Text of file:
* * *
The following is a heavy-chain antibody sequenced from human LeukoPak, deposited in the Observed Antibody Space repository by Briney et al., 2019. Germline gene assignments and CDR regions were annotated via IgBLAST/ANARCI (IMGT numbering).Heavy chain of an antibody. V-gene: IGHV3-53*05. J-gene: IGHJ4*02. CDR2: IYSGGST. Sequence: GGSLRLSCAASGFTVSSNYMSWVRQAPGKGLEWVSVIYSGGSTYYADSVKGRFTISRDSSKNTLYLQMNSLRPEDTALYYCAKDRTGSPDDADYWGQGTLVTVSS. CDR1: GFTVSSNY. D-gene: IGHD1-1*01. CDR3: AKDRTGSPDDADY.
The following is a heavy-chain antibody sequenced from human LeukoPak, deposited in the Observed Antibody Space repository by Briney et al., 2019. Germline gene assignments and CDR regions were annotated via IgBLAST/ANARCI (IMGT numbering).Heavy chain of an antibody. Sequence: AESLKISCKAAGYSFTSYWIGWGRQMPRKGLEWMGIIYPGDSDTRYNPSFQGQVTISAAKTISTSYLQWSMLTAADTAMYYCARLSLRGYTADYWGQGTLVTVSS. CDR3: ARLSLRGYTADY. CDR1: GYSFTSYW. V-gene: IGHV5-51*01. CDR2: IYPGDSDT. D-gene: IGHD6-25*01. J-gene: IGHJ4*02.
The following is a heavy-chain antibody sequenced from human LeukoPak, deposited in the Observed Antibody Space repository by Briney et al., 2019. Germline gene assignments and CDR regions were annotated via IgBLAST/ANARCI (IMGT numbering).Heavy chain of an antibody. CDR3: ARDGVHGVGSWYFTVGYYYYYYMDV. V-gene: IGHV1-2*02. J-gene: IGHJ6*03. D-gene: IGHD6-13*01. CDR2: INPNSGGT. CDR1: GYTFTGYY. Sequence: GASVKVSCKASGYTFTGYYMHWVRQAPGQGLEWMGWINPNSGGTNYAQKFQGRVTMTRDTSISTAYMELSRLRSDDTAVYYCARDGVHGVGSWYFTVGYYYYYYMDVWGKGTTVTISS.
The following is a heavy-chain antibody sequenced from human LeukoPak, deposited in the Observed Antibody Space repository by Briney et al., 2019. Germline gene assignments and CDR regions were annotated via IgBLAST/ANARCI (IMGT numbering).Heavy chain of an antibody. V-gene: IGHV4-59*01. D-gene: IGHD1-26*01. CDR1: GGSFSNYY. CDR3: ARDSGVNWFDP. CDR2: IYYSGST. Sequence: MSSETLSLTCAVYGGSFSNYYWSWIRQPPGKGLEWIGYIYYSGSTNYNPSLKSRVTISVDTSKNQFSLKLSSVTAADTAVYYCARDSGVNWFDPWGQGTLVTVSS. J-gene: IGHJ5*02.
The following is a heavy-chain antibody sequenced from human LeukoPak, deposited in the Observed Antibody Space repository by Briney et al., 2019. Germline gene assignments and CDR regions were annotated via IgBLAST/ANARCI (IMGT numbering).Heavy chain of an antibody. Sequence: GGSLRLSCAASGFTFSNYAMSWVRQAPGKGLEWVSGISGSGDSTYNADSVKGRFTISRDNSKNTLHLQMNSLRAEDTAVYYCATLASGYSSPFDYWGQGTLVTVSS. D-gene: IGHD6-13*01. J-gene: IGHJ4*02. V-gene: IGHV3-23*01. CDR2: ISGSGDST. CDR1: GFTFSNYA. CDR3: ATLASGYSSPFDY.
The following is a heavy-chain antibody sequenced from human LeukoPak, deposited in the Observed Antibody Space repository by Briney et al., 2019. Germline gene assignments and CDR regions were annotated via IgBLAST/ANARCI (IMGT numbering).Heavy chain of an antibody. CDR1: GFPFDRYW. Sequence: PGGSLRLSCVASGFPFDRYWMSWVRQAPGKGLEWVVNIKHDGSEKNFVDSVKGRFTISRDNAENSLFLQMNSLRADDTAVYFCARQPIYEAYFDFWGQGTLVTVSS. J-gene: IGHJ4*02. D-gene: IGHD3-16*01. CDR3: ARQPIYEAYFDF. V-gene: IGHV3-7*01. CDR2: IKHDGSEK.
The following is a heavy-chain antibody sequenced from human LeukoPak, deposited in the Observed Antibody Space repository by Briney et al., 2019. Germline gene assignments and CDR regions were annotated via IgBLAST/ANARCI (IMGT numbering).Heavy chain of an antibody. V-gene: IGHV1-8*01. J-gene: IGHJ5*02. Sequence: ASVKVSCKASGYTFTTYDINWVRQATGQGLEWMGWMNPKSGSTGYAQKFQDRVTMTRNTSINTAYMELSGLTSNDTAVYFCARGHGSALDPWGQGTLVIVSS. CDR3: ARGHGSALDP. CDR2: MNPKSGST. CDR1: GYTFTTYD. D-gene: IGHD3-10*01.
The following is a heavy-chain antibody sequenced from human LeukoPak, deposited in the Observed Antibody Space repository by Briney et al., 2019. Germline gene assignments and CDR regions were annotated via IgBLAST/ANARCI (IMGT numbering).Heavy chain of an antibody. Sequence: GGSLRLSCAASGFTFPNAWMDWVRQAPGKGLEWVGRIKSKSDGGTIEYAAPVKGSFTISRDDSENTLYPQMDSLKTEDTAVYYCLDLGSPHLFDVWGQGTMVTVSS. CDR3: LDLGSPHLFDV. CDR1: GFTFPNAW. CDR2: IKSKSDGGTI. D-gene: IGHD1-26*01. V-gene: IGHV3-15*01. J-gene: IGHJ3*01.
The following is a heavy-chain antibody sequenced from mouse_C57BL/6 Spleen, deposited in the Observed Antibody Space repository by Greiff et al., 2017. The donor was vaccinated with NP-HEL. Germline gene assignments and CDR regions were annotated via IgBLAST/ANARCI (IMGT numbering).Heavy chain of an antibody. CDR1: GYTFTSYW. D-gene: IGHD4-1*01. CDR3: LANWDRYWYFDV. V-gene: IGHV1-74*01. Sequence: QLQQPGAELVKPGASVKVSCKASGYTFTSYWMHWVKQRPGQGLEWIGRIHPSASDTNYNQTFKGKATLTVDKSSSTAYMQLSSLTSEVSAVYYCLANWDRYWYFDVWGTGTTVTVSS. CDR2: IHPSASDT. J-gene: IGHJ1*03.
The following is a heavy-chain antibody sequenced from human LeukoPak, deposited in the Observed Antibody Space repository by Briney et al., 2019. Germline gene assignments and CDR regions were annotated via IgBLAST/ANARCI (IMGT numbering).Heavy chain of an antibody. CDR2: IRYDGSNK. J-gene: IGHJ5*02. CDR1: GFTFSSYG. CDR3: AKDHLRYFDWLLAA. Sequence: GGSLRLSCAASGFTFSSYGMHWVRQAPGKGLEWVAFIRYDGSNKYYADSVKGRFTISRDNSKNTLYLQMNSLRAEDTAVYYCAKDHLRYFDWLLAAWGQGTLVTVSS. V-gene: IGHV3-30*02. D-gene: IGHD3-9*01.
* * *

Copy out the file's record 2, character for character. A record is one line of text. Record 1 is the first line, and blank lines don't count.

The following is a heavy-chain antibody sequenced from human LeukoPak, deposited in the Observed Antibody Space repository by Briney et al., 2019. Germline gene assignments and CDR regions were annotated via IgBLAST/ANARCI (IMGT numbering).Heavy chain of an antibody. Sequence: AESLKISCKAAGYSFTSYWIGWGRQMPRKGLEWMGIIYPGDSDTRYNPSFQGQVTISAAKTISTSYLQWSMLTAADTAMYYCARLSLRGYTADYWGQGTLVTVSS. CDR3: ARLSLRGYTADY. CDR1: GYSFTSYW. V-gene: IGHV5-51*01. CDR2: IYPGDSDT. D-gene: IGHD6-25*01. J-gene: IGHJ4*02.